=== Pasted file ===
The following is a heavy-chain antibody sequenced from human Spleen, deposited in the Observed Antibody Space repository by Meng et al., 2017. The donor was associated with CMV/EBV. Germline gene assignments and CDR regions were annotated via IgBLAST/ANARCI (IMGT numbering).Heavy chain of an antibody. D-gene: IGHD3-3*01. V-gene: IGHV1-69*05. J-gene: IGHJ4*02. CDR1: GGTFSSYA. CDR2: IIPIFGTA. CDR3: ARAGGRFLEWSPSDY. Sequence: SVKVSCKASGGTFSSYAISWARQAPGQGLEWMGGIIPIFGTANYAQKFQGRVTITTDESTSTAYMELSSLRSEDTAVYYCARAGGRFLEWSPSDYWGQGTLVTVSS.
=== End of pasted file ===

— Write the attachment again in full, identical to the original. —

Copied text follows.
The following is a heavy-chain antibody sequenced from human Spleen, deposited in the Observed Antibody Space repository by Meng et al., 2017. The donor was associated with CMV/EBV. Germline gene assignments and CDR regions were annotated via IgBLAST/ANARCI (IMGT numbering).Heavy chain of an antibody. D-gene: IGHD3-3*01. V-gene: IGHV1-69*05. J-gene: IGHJ4*02. CDR1: GGTFSSYA. CDR2: IIPIFGTA. CDR3: ARAGGRFLEWSPSDY. Sequence: SVKVSCKASGGTFSSYAISWARQAPGQGLEWMGGIIPIFGTANYAQKFQGRVTITTDESTSTAYMELSSLRSEDTAVYYCARAGGRFLEWSPSDYWGQGTLVTVSS.